Dual-energy X-ray absorptiometry (DXA) is rapidly becoming more accessible and popular as a technique to monitor body composition. The reliability of DXA has been examined extensively using a number of different methodological approaches. This study sets up to investigate the accuracy of measuring the parameters of body composition (BC) by means of the whole-body and the segmental DXA method analysis with the typical error of measurement (TEM) that allows for expressing the error in the units of measure. The research was implemented in a group of 63 participants, all of whom were university students. Thirty-eight males (22.6±2.9 years, average body mass 77.5±8.4 kg) and 25 females (21.4±2.0 years, average body mass 58.6±7.2 kg) were recruited. The measured parameters included body mass (BM), fat-free mass (FFM), body fat (BF), bone mineral content (BMC), bone mineral density (BMD). For the whole-body analysis, the determined TEM was: BM at the level of 0.12 kg in females and 0.29 kg in males; BF 0.25kg and 0.44% females, 0.52 kg and 0.66% males; FFM 0.24 kg females and 0.42 kg males; BMC 0.02 kg females and males; BMD 0.01g/cm2 females and males. The TEM values in the segmental analysis were: BF within the range of 0.04–0.28 kg and 0.68–1.20% in females, 0.10–0.36 kg and 0.72–1.94% in males; FFM 0.08–0.41 kg females and 0.17–0.86 males, BMC 0.00–0.02 kg females and 0.01–0.02 kg males in relation to the body segment (upper limb, trunk, lower limb). The BMD value was at the level of 0.01–0.02g/cm2. The study results showed high reliability in measuring body composition parameters using the DXA method. The whole-body analysis showed a higher accuracy of measurement than the segmental. Only the changes that are greater than the TEM, or the upper bound (95%) of the confidence interval of the measurement can be considered demonstrable when interpreting repeated measurements.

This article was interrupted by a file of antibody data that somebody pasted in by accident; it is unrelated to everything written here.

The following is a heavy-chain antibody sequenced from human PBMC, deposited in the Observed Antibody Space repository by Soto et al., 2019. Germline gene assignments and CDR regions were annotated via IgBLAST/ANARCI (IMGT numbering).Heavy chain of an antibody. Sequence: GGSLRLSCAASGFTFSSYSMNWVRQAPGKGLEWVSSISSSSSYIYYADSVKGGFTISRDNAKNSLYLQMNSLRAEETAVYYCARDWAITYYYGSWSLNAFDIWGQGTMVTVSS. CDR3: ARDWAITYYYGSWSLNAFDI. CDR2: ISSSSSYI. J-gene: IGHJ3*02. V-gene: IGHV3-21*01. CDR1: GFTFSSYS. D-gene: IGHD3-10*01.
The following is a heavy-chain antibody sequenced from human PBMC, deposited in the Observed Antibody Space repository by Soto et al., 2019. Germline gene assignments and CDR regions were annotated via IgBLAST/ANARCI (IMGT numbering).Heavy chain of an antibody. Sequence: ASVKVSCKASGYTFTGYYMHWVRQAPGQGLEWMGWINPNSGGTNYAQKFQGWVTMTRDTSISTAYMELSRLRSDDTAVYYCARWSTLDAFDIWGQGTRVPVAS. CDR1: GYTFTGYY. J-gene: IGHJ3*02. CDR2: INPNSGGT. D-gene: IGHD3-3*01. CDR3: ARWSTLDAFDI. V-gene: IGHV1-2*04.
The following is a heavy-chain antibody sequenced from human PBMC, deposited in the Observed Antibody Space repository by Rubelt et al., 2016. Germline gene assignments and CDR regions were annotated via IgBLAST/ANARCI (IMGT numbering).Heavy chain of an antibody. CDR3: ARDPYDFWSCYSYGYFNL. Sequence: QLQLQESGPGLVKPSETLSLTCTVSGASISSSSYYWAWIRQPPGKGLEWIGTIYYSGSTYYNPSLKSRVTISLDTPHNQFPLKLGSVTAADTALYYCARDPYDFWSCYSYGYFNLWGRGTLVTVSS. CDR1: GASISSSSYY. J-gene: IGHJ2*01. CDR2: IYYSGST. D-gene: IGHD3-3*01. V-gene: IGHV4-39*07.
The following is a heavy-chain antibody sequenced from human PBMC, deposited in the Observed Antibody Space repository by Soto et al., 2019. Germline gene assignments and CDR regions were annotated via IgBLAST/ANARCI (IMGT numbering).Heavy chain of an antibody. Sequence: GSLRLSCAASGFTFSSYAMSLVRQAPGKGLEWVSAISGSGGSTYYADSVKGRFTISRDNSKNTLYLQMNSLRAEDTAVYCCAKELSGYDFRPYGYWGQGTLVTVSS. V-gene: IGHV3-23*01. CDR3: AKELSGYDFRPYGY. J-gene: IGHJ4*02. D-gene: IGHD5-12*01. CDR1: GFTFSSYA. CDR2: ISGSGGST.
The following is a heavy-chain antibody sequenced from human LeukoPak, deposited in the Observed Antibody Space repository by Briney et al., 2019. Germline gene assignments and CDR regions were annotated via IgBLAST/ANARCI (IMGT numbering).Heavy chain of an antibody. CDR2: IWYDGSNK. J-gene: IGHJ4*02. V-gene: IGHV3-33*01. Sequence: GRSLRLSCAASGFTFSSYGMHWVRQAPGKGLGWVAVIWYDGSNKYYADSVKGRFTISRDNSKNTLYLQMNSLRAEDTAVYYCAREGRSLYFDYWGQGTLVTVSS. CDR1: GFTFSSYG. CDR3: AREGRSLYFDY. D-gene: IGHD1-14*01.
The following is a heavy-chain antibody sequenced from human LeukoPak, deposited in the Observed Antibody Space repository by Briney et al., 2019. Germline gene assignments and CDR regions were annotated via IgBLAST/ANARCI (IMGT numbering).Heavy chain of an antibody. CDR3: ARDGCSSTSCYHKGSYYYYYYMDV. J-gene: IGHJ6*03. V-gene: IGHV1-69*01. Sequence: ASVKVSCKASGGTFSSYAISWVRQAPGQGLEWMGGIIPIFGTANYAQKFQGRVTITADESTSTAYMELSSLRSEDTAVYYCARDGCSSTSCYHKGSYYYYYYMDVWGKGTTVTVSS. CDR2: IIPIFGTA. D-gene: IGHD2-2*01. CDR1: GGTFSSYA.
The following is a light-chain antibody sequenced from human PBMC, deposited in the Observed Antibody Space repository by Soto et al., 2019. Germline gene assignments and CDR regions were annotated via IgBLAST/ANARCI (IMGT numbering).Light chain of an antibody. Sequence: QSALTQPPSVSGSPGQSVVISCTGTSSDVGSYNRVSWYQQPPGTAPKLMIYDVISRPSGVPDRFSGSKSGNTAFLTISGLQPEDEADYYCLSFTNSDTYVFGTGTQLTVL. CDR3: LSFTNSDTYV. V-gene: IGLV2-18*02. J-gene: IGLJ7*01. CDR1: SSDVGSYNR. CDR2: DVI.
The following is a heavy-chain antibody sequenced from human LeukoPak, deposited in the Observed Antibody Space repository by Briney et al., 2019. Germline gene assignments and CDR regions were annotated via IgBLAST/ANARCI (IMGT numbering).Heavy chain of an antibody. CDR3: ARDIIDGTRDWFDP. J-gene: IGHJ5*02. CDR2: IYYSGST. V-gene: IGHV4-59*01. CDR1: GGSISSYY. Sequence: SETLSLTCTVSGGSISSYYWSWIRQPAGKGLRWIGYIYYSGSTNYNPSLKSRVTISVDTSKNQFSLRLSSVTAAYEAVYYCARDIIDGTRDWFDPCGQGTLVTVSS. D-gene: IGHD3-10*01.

Citation: Kutáč P, Bunc V, Sigmund M (2019) Whole-body dual-energy X-ray absorptiometry demonstrates better reliability than segmental body composition analysis in college-aged students. PLoS ONE 14(4): e0215599. https://doi.org/10.1371/journal.pone.0215599
Editor: Cherilyn N. McLester, Kennesaw State University, UNITED STATES
Received: November 26, 2018; Accepted: April 4, 2019; Published: April 22, 2019
Copyright: © 2019 Kutáč et al. This is an open access article distributed under the terms of the Creative Commons Attribution License, which permits unrestricted use, distribution, and reproduction in any medium, provided the original author and source are credited.
Data Availability: All relevant data are within the manuscript and its Supporting Information files.
Funding: This work was supported by Research Project Program 4 HAIE - Healthy Aging in Industrial Environment (CZ.02.1.01/0.0/0.0/16_019/0000798) and Project Charles University PROGRES Q41 to VB. The funders had no role in study design, data collection and analysis, decision to publish, or preparation of the manuscript.
Competing interests: The authors have declared that no competing interests exist.
Abbreviations: BSIPs, body segment inertial parameters; BM, body mass; BF, body fat; BMC, bone mineral content; BMD, bone mineral density; DXA, dual-energy X-ray absorptiometry; FFM, fat free mass; M, mean; SD, standard deviation; TEM, typical error of measurement; ICC, intraclass correlation; 95% CI, confidence interval typical error of measurement; LARM, left upper limb; RARM, right upper limb; LLEG, left lower limb; RLEG, right lower limb